Ohio State:

As I mentioned, this game will boast quite a few players that have been in my Heisman conversation at one point or another this season, and the Buckeyes have a trio of players. Let’s start with running back J.K. Dobbins, who currently sits fourth in the nation with 947 yards rushing.


The Buckeyes have the fifth-ranked offense in the country in total yards, however, it’s the run game that paces this unit. Ohio State ranks third in rushing yards per game with 287 yards a contest, and Dobbins leads the charge in that regard.


I had questions about his power as a runner coming into the season, but Dobbins has shown good balance as a runner this season. Perhaps his most impressive performance this season was a 172-yard outing against a Michigan State defense that has a lot of talent on its front-seven.


If Dobbins can put out another game like that, Wisconsin is going to struggle to keep up with the Buckeyes on the scoreboard. They also can’t forget about Dobbins as a receiver. He hasn’t been featured a ton this season, but he is more than capable of making teams pay as a receiver out of the backfield.


Justin Fields is another Heisman-candidate, but considering he is only a second-year player, I won’t start scouting him for another season. However, one of his targets is on my radar, and against the top pass defense in the nation, K.J. Hill is going to be a key player in this game.


Wisconsin is one of the top teams in the country at getting pressure on the quarterback with 27 sacks, and a slot receiver like Hill will help Fields get the ball out quick to help neutralize that pass rush. He’s extremely quick, and don’t put it past him to turn a quick throw into a big play.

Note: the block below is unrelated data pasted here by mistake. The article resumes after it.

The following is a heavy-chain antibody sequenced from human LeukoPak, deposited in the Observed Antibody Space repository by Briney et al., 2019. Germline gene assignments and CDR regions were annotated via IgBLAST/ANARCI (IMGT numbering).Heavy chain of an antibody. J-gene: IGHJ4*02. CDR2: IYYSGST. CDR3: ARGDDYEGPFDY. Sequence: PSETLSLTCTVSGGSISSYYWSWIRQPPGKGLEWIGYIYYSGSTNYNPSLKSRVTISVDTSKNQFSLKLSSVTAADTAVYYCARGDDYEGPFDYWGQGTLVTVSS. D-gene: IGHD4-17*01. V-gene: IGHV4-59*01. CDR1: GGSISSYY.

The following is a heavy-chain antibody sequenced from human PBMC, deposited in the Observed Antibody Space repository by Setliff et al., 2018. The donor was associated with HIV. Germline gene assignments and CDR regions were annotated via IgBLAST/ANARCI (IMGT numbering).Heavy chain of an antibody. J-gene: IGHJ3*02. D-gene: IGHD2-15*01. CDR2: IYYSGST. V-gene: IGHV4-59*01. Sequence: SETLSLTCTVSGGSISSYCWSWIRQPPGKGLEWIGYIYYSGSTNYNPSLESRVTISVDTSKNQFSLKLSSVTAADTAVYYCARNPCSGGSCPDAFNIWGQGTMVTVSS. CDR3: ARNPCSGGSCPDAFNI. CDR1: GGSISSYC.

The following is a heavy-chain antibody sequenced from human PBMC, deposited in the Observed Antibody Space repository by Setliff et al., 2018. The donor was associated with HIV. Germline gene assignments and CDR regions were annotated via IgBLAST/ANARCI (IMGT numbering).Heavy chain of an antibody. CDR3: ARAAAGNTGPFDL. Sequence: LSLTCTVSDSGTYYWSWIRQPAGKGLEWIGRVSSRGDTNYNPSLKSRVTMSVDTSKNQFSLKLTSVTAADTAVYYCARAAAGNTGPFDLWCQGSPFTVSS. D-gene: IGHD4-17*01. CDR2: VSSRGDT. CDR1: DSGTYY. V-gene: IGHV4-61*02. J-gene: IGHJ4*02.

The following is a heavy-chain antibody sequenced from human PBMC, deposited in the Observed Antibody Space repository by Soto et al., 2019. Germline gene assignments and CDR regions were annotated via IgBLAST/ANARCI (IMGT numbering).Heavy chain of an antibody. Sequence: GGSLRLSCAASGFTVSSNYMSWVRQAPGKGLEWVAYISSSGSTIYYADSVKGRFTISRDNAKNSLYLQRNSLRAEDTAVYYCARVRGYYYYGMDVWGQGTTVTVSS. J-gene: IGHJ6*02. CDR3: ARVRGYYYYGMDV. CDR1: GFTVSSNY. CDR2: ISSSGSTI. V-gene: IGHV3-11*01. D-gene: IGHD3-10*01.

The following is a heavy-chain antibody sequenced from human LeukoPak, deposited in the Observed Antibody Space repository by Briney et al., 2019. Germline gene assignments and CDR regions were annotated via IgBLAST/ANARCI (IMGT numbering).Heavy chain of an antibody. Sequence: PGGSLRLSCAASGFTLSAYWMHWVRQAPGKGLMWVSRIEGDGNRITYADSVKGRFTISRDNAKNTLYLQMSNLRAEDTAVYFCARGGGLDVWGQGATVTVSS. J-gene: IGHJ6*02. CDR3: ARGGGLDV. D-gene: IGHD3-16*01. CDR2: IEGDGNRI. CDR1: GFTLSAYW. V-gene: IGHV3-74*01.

On defense, Chase Young is the third player that I’ve mentioned in my Heisman conversation this year. I know it is difficult for a defensive player to put his name in that group, but early in the year, Young looked like a man among boys at defensive end.


He currently is tied for the most sacks in the country with 9.5, but I want to see him show he can be just as dominant against the run. Young has had flashes that tell me he can be just as effective at stopping the run, and I want to see him help lead an effort that limits the play of Wisconsin’s reigning-Doak Walker award winner in Taylor.

Young currently ranks fourth on the defense in tackles, and if he is active against the Badgers, Ohio State is going to be tough to score on.


Malik Harrison is another player I will be watching on Saturday. He is a big, physical linebacker that is tough to block thanks to his power. Harrison is a run-stopping linebacker, and Wisconsin is a run-first team, making this a game where the Buckeye linebacker should shine.